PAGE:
Lancashire

Preston woman first in UK for new keyhole eye surgery

Kal Chauhan
Image caption Kal Chauhan was unable to have traditional laser eye surgery

A woman from Lancashire has become the first person in the UK to have pioneering new keyhole eye surgery.

Kal Chauhan, 45, from Preston, had worn glasses since she was nine years old and was unable to see anything more than 9cm (3.5in) away.

The new technique uses a laser five times more precise than traditional equipment and is accurate enough to inscribe a word on a grain of sand.

Mrs Chauhan said the new procedure had made a "massive difference".

She was unable to have traditional laser eye surgery due to a high prescription of -11 coupled with thin corneas.

'Less invasive'

The new procedure, using the ReLEx system, is less invasive and only takes about three minutes per eye.

A high precision laser is used to create micro-pulses beneath the surface of the cornea, allowing a specific lens shape of tissue required for focusing the eye to be delineated.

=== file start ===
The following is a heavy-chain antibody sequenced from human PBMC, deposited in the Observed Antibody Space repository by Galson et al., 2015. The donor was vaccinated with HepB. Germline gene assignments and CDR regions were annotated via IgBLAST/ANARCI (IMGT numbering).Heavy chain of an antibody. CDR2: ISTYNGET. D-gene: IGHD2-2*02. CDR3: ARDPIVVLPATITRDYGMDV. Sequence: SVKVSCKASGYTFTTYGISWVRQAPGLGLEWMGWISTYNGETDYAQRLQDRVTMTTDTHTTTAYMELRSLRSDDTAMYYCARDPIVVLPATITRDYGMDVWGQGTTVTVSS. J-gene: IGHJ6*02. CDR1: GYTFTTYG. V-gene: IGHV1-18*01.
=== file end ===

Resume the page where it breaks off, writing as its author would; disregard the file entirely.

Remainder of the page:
Mrs Chauhan said: "It's changed my whole life. My prescription was pretty bad, and I was so dependent on contact lenses and glasses.

"The first thing I'd do when I woke up was to reach for my glasses, and now I don't have to.

"I can wake up and I can see straight away."

Professor Dan Reinstein, founder of the London Vision Clinic and a pioneer of the procedure said: "The patient experience is greatly enhanced as there is less surgical manipulation of the eye, making it less invasive than traditional laser eye surgery.

"It also makes vision correction available to people who would have previously been told that they were unsuitable candidates."

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